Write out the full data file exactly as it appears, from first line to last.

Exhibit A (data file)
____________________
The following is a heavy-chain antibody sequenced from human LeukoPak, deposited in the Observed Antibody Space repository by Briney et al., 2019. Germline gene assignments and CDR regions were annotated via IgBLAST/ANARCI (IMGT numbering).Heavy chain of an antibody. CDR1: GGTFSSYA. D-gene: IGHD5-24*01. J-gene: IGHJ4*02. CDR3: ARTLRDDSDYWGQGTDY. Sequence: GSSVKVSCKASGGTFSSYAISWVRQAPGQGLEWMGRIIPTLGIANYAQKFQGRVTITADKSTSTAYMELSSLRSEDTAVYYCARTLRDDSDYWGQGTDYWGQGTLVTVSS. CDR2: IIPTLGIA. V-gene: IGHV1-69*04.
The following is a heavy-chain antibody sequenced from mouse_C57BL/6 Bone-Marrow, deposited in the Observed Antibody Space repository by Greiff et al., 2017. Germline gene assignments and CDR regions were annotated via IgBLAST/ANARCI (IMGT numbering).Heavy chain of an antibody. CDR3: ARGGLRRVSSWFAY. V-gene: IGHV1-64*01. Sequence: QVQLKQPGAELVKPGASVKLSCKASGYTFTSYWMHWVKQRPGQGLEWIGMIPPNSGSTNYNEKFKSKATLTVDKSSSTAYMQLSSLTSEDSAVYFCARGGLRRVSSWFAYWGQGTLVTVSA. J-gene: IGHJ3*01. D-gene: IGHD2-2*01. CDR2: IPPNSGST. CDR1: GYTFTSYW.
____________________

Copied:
The following is a heavy-chain antibody sequenced from human LeukoPak, deposited in the Observed Antibody Space repository by Briney et al., 2019. Germline gene assignments and CDR regions were annotated via IgBLAST/ANARCI (IMGT numbering).Heavy chain of an antibody. CDR1: GGTFSSYA. D-gene: IGHD5-24*01. J-gene: IGHJ4*02. CDR3: ARTLRDDSDYWGQGTDY. Sequence: GSSVKVSCKASGGTFSSYAISWVRQAPGQGLEWMGRIIPTLGIANYAQKFQGRVTITADKSTSTAYMELSSLRSEDTAVYYCARTLRDDSDYWGQGTDYWGQGTLVTVSS. CDR2: IIPTLGIA. V-gene: IGHV1-69*04.
The following is a heavy-chain antibody sequenced from mouse_C57BL/6 Bone-Marrow, deposited in the Observed Antibody Space repository by Greiff et al., 2017. Germline gene assignments and CDR regions were annotated via IgBLAST/ANARCI (IMGT numbering).Heavy chain of an antibody. CDR3: ARGGLRRVSSWFAY. V-gene: IGHV1-64*01. Sequence: QVQLKQPGAELVKPGASVKLSCKASGYTFTSYWMHWVKQRPGQGLEWIGMIPPNSGSTNYNEKFKSKATLTVDKSSSTAYMQLSSLTSEDSAVYFCARGGLRRVSSWFAYWGQGTLVTVSA. J-gene: IGHJ3*01. D-gene: IGHD2-2*01. CDR2: IPPNSGST. CDR1: GYTFTSYW.